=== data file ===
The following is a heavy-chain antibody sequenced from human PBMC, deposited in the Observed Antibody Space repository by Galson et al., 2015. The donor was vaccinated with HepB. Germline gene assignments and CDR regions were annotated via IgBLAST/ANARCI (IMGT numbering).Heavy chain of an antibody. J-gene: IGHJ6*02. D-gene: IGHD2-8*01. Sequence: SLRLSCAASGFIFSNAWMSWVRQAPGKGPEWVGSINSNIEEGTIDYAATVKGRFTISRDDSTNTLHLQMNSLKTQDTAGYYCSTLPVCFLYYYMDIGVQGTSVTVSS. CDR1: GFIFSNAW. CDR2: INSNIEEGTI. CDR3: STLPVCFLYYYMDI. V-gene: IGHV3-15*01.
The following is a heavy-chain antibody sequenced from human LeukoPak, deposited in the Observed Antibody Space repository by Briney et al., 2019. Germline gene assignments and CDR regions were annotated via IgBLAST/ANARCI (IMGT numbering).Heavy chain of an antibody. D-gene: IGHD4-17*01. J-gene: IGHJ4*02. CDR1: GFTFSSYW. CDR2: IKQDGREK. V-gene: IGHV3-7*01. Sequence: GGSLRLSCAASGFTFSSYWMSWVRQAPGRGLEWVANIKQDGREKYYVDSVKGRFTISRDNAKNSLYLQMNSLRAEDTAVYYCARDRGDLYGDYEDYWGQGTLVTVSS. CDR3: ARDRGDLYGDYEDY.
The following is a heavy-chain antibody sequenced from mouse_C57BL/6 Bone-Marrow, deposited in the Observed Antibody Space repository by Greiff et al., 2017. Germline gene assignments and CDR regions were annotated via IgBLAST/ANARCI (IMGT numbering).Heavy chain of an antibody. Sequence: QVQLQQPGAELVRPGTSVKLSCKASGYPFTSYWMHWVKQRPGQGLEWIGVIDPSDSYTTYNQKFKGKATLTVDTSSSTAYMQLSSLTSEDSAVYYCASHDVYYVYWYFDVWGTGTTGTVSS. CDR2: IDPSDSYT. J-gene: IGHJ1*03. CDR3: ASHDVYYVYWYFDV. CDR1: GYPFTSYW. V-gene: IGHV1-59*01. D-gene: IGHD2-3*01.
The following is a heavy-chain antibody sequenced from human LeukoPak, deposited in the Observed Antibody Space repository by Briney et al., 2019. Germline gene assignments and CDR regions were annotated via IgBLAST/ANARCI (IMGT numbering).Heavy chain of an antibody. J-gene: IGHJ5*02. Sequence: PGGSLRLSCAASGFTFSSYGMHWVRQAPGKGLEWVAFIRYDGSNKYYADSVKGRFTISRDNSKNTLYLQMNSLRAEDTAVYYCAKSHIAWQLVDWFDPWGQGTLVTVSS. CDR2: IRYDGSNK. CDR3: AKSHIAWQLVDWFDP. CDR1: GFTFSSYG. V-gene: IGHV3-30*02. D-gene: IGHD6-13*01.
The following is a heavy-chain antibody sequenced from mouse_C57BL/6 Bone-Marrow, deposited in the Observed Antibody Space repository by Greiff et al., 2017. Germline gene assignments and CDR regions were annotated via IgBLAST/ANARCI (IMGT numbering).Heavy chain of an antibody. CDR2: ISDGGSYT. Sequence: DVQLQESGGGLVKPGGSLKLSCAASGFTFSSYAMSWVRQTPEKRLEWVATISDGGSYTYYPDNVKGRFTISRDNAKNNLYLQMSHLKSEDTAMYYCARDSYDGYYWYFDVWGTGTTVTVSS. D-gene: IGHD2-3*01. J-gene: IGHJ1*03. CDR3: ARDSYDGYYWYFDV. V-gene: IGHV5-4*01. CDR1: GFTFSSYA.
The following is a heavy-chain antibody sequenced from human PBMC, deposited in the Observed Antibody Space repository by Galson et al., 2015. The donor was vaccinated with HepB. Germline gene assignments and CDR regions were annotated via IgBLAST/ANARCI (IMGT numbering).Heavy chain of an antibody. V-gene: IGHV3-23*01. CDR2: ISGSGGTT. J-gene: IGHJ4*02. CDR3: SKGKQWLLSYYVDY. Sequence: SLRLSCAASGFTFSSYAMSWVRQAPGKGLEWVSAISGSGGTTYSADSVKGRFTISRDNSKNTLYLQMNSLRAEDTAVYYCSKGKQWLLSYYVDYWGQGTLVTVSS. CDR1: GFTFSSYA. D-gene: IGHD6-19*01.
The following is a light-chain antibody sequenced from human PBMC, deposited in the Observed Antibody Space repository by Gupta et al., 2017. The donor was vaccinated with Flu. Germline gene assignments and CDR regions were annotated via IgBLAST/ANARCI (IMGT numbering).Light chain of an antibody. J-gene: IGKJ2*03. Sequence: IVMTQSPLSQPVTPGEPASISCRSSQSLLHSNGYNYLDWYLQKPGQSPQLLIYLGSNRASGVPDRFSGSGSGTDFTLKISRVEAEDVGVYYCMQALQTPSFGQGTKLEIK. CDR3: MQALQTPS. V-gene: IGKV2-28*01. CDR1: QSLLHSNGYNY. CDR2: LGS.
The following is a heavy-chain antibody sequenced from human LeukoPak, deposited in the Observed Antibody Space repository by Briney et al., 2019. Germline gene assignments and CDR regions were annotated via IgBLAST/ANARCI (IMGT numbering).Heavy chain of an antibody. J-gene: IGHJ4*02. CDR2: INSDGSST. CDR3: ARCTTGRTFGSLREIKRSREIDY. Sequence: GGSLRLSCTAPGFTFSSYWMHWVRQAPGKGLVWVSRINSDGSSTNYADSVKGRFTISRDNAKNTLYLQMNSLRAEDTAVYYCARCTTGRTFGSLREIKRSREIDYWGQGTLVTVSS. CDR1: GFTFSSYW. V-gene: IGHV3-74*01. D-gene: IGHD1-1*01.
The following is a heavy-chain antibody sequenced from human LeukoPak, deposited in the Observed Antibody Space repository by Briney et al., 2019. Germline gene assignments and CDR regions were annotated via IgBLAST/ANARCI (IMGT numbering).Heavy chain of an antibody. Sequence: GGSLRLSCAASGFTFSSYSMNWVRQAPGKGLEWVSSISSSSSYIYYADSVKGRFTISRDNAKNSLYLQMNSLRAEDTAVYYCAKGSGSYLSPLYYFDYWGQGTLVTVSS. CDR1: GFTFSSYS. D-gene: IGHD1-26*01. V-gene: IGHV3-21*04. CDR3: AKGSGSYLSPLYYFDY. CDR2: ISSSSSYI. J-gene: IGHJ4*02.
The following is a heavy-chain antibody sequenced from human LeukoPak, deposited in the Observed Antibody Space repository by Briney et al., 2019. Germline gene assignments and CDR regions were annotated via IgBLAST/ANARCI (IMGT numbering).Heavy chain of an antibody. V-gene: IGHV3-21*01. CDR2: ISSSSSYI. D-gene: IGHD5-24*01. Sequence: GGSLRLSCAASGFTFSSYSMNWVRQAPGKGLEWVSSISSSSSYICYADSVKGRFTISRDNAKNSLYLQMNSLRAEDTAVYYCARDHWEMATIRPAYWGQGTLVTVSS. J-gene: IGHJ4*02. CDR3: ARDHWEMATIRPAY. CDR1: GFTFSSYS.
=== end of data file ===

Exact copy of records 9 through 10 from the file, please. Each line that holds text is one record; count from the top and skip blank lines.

The following is a heavy-chain antibody sequenced from human LeukoPak, deposited in the Observed Antibody Space repository by Briney et al., 2019. Germline gene assignments and CDR regions were annotated via IgBLAST/ANARCI (IMGT numbering).Heavy chain of an antibody. Sequence: GGSLRLSCAASGFTFSSYSMNWVRQAPGKGLEWVSSISSSSSYIYYADSVKGRFTISRDNAKNSLYLQMNSLRAEDTAVYYCAKGSGSYLSPLYYFDYWGQGTLVTVSS. CDR1: GFTFSSYS. D-gene: IGHD1-26*01. V-gene: IGHV3-21*04. CDR3: AKGSGSYLSPLYYFDY. CDR2: ISSSSSYI. J-gene: IGHJ4*02.
The following is a heavy-chain antibody sequenced from human LeukoPak, deposited in the Observed Antibody Space repository by Briney et al., 2019. Germline gene assignments and CDR regions were annotated via IgBLAST/ANARCI (IMGT numbering).Heavy chain of an antibody. V-gene: IGHV3-21*01. CDR2: ISSSSSYI. D-gene: IGHD5-24*01. Sequence: GGSLRLSCAASGFTFSSYSMNWVRQAPGKGLEWVSSISSSSSYICYADSVKGRFTISRDNAKNSLYLQMNSLRAEDTAVYYCARDHWEMATIRPAYWGQGTLVTVSS. J-gene: IGHJ4*02. CDR3: ARDHWEMATIRPAY. CDR1: GFTFSSYS.